“Sheep,” Bill whispered. Focusing on a snow patch low on the hill, I saw a young ram walk out on it. The whiteness was a perfect backdrop, its three-quarter-curl horns easy to make out. Just below the young ram I saw movement. “What’s that below him in the dip?” I said to Bill. “Can’t see anything,” he said, “Oh wait, now I see it. I think it’s another sheep.” As we stared at the spot, a huge ram lifted its head, the snow a perfect canvass. “Not a question,” Bill whispered, “that’s a great ram.” I set up my spotting scope and watched the big ram as it crossed the snow patch.
Its horns easily passed its nose; they swept wide and tall. While not as heavy as the dark horned ram nor as wide as the younger ram from that last group, the ram was perfect. They were climbing the hill toward a grass-covered bench above them. “Bet they bed down up on that bench,” Bill said. “You stay here,” I suggested. Heading off toward the rams, I had a small drainage to go up, and once up on the top I would be able to side hill across to where the rams were. Most of the way I was hidden from their view. I only hoped that they would stop on the bench instead of carrying on. The climb up and crossing the hillside was easy; I had one more boulder-encrusted bench to cross and thought the rams would be below me.
Crawling the last 50 yards or so, I peered over the edge – nothing. Now what, I thought. Slowly standing up I saw the back of the big ram’s head over the next rise. I dropped down and climbed a little higher up the talus slope; step by step, I carefully placed my boots. Don’t kick a rock, I warned myself. Another 20 yards. Get to that black rock. Five yards closer and I saw movement. I kneeled to see better and a rock set loose by my hasty move careened noisily down the hillside, alerting the sheep.
The light wind picked up and an errant gust gathered a small pocket of sand up and carried it across the hillside. Above me, a rock tumbled off the face, clattering down, clack…clack…ckackkkkkkk . The ram stood nervously, turned toward the noise, changed its mind and turned to look over the valley below. Down below by the creek our horses loomed conspicuously out of place on the tundra floor. The sheep looked around again then turned broadside to me. I raised my rifle, locked the crosshairs and shot. The big ram took off. I stood up and could see the ram; it was down on the grassy bench.
I rushed over to it, scattering rocks as I descended; the smaller ram ran off a bit and stopped. I touched the big ram; the younger one came closer. Walking over to the edge, I signaled for Bill to bring the horses up, however he had a ringside seat and had watched the drama unfold and was already on his way. “Betcha wished we had saddled Luke up this morning,” he said, walking up to the ram smiling like a Cheshire cat.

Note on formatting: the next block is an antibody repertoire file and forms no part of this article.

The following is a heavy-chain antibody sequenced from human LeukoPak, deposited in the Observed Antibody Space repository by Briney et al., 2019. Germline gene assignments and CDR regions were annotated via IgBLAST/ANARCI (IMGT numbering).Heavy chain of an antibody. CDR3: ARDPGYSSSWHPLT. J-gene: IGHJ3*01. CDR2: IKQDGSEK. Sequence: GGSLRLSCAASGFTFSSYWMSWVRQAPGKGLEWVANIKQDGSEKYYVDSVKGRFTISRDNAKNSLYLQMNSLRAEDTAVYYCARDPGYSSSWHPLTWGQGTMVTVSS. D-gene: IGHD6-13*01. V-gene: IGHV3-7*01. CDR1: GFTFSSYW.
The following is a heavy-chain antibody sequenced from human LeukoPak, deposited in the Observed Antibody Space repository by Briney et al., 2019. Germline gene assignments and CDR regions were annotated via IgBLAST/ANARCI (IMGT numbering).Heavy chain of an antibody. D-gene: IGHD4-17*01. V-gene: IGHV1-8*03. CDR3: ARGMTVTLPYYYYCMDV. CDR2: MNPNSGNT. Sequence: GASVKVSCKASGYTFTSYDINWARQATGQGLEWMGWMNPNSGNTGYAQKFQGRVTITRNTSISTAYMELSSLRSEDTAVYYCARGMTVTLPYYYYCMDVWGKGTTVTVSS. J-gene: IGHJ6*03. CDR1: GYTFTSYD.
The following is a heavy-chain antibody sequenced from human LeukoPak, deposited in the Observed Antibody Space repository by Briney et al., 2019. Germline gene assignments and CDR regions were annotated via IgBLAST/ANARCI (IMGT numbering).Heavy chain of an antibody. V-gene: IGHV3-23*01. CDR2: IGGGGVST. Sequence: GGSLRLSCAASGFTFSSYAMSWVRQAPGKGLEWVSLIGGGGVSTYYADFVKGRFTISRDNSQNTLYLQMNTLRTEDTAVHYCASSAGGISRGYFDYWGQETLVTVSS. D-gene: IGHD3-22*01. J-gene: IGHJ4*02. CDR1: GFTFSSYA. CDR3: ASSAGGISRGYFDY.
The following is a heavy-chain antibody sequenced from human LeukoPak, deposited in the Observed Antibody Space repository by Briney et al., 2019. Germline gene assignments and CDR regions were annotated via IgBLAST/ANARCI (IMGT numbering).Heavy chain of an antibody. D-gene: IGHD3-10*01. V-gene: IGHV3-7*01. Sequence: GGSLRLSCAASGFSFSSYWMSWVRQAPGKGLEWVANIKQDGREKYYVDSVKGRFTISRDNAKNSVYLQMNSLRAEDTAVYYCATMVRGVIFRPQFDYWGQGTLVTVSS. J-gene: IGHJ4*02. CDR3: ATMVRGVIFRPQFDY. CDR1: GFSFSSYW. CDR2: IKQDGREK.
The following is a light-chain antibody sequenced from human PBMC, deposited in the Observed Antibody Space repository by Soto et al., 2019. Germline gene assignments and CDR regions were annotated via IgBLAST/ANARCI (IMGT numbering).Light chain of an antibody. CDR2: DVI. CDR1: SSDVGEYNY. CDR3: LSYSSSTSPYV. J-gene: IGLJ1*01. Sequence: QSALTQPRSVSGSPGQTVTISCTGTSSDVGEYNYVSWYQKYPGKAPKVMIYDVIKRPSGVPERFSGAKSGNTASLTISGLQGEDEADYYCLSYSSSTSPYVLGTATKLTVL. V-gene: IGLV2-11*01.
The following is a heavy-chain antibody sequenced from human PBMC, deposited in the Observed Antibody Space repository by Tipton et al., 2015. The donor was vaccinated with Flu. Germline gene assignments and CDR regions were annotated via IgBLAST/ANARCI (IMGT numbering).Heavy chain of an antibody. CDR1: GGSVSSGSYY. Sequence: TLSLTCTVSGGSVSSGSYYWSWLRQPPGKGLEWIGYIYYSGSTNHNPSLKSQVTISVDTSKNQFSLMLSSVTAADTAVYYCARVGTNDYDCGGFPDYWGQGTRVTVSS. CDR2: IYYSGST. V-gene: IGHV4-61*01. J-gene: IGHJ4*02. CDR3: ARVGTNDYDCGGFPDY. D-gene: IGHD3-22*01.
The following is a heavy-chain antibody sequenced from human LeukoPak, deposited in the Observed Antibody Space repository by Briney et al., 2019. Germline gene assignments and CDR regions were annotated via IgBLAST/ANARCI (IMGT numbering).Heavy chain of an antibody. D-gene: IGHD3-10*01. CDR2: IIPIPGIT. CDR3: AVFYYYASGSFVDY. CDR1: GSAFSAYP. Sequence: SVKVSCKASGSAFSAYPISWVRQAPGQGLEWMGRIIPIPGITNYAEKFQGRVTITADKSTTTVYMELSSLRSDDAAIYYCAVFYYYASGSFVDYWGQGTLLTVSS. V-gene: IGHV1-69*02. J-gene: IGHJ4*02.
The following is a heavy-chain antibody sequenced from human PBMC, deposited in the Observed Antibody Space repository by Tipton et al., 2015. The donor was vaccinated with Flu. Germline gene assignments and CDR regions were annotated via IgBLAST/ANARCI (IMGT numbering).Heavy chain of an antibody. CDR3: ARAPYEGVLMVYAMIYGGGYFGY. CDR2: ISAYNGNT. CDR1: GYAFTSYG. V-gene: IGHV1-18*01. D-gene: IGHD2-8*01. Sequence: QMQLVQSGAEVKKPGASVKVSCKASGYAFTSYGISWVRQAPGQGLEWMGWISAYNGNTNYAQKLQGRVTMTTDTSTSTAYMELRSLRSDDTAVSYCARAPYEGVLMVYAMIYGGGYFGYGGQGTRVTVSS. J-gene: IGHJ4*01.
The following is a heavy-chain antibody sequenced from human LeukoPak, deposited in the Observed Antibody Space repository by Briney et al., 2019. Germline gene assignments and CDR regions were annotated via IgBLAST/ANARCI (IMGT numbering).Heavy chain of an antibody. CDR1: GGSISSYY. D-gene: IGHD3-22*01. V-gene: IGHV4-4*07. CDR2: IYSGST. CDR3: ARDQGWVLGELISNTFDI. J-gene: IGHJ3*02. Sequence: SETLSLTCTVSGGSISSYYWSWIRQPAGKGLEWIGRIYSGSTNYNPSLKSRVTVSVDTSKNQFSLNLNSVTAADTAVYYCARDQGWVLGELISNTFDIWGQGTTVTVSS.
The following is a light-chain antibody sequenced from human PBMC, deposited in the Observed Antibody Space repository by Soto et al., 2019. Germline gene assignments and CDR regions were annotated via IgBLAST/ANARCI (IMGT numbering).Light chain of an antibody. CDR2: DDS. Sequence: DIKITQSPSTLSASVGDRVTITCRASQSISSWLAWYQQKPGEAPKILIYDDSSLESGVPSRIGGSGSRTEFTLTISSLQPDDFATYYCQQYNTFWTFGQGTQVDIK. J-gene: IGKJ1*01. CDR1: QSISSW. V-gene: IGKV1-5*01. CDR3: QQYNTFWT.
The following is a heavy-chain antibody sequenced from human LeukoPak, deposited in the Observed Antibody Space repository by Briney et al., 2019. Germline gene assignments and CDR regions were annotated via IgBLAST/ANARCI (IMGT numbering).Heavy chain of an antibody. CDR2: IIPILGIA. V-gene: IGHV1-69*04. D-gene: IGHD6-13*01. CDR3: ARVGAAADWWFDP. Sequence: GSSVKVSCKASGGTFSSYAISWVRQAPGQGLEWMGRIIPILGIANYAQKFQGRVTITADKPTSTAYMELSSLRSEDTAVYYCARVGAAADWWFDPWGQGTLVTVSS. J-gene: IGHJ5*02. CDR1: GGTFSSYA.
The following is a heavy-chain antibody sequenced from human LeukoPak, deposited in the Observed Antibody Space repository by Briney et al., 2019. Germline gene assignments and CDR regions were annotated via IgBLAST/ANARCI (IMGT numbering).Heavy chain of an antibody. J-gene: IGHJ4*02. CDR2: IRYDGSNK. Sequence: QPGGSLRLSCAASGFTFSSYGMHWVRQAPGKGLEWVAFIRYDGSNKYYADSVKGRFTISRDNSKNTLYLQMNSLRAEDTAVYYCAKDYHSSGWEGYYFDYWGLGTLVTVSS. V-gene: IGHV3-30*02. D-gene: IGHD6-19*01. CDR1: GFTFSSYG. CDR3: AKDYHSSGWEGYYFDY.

The wind stayed with us as we snapped off a bunch of pictures. After capping out the sheep, we made a basket out of my saddle and loaded the hide and meat in it. We had a nine-mile ride back to camp that night; the wind howled, the sky, at times blue, at times black, threatened but held it’s liquid cargo. The last climb before camp was over the top of Windy Ridge. At the top, I paused and looked across to where I had taken the ram. What an awesome turn of events, I had thought that another chance at a good ram wasn’t in the cards; redemption never felt so good.
The next day we saddled up the horses, threw a packsaddle on Luke and set off for the far bowl where we had seen the grizzly. We were going to explore its reaches, hopefully finding a bear for Bill. As usual, the persistent wind gusted in our faces as we made the descent off the backside of Windy Ridge. Following the river down, I looked back to make sure all the horses had come off the slope when a fast movement caught my eye. Bill had leapt from his horse and was frantically pulling his rifle out of the scabbard. Jumping off my horse, I rushed forth to see a grizzly crossing the stream.
It ran up the far side behind a willow thicket and stopped. Bill ran ahead a few yards and the bear stalked ahead a few feet, confused by the interruption. It swung back and cleared the bushes. I grabbed the two lead horses and watched. Bill crawled ahead a few feet and settled his rifle. The bear stepped forward and Bill shot.
Later that night at camp we relived the whole trip. Snow fell quietly as we fried sheep steaks over the fire. Getting in had certainly been an adventure; the first mess up with the band of sheep threatened to stain the trip. The ram I shot gave us momentum and finally conclusion with Bill’s excellent grizzly bear. Sitting back, we marveled in our good luck. I wondered what the pattern of shots I had missed at the sheep would have told us. We packed up the next morning and started what would be a marathon trek out to the pickup.